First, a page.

The latest version of the WSO2 ESB (5.0.0) has the capability to debug your mediations and transformation by virtue of the Developer Studio (AKA WSO2 ESB Tooling). But, since WSO2 is open source, there are more possibilities to debug, most notably the possibility to debug the source code. In some cases, the need arises when the ESB throws an error, for instance when you get an error because a value you pass is not what the ESB expects it to be.
Also when the ESB is not reacting in a manner you expect and cant find why the ESB is not handling your message or configuration in the way you expect then debugging its sourcecode can give you an insights into the rootcause of the problem and more importantly potentially even the solution to your problem.
Do not be afraid, this is not as difficult as it might sound. Let’s try to debug a standard component of the ESB; the LogMediator. The choice for the log mediator is simplicity, we can create a simple pass through proxy, for instance using the Echo service (echos the message it gets) and put a simple log mediator before the Send Mediator.
Let’s first determine the version of the LogMediator which is shipped with the ESB. We need to know this in order to download the applicable version of the sourcecode.
Open up a file explorer and browse to [ESB_HOME]/repository/components/plugins. You can scan this folder for all *.jar files to find the jar which contains the LogMediator. The LogMediator class is located in file synapse-core_X.X.X.wso2vX.jar.
The version part is of most interest, we need this to find the proper version of the LogMediator source code.
For the rest of these instructions we’re assuming the filename was synapse-core_2.1.7.wso2v11.jar.
Lets now find the LogMediator source code. For this we need to go to Github (https://github.com/wso2/)
In the upper right corner, you find a search input field. Fill in LogMediator and press Enter.
In the following screen, click at the left on “Code” and (after clicking) in the Language section, click Java.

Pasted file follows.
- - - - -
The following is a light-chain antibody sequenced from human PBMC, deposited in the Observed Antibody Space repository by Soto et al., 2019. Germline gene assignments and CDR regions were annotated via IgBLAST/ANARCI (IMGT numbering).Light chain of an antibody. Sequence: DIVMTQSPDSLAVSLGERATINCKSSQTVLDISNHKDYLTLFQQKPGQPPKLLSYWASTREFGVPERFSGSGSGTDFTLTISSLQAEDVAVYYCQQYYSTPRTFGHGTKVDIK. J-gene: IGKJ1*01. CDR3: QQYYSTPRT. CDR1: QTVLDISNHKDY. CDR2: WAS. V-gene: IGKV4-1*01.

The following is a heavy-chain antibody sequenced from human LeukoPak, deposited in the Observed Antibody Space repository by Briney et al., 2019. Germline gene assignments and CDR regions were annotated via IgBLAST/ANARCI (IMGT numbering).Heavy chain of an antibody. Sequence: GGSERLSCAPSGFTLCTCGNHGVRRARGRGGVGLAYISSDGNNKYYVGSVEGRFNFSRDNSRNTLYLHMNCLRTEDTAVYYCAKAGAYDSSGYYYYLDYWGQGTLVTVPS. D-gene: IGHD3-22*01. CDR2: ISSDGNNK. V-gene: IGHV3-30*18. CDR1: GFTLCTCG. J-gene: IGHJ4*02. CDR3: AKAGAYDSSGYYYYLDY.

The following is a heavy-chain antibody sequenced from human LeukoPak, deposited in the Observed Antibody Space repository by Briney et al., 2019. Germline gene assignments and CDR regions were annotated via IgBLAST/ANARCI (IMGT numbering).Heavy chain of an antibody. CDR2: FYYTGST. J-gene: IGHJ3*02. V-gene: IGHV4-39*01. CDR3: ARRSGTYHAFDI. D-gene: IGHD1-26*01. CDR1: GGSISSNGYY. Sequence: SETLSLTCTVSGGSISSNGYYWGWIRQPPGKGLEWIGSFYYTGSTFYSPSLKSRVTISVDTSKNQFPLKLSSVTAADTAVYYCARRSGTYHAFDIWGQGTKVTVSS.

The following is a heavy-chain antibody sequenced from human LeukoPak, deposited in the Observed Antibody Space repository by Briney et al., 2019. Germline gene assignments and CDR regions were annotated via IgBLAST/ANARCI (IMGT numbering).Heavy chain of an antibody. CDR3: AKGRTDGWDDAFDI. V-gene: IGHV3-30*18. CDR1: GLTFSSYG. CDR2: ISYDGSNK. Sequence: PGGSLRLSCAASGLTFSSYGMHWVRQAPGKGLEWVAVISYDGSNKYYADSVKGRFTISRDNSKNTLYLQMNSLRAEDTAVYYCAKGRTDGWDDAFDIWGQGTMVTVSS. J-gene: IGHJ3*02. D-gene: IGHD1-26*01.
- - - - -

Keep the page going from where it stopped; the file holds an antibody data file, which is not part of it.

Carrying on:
Then at the right you see search results. Scroll down the list until you find the following search result (do not pay attention to the date).
Click on LogMediator.java to open the GIT-commit. Click on the Code tab
The next step is to download the source code. Easiest is to download the source code as a zip-file.
Click on the green button at the right and click on “Download ZIP”.
Download the ZIP to a directory that you create. You can do it on the desktop so it is easy to find, but any other location will also work. Open file explorer and go to the download location. Right click the file and unpack the ZIP (this depends on your unzip tool and OS).
Importing it in Developer Studio
The next step is to import the source-code into WSO2 Developer studio. Start Eclipse the way you usually do (e.g. clicking on the icon). In the workspace, Project Explorer, Right-click on a piece of whitespace and select Import as shown below.
WSO2 builds it products using maven as build tool so we want to import an Existing Maven Project.
In the “select an import source” input field, type “maven” and hit Enter. Then select “Existing maven projects”
In the next screen click “Browse” and browse to the unpack-location of the downloaded Github synapse-core repository. Browse through to the modules/core folder and click OK.
A screen as the following should now appear
Click Finish to start the import. You might get some errors on some dependencies, you can ignore them for this blogpost. It just means not everything that is referred to in the source is available. Eclipse allows us to debug the sourcecode even when the sourcecode cannot be fully compiled so lets ignore these compile errors, as we will just debug the LogMediator this should not interfere.
In the workspace a project name “synapse-core” has now been added. It is not only the LogMediator that we’ve downloaded but actually the Synapse Core library. This library contains many other mediators and other related Synapse source code.
Open the “synapse-core” project and open the package org.apache.synapse.mediators.builtin as can be seen below:
Double click on the class LogMediator.
The sourcecode of the LogMediator will appear on the right.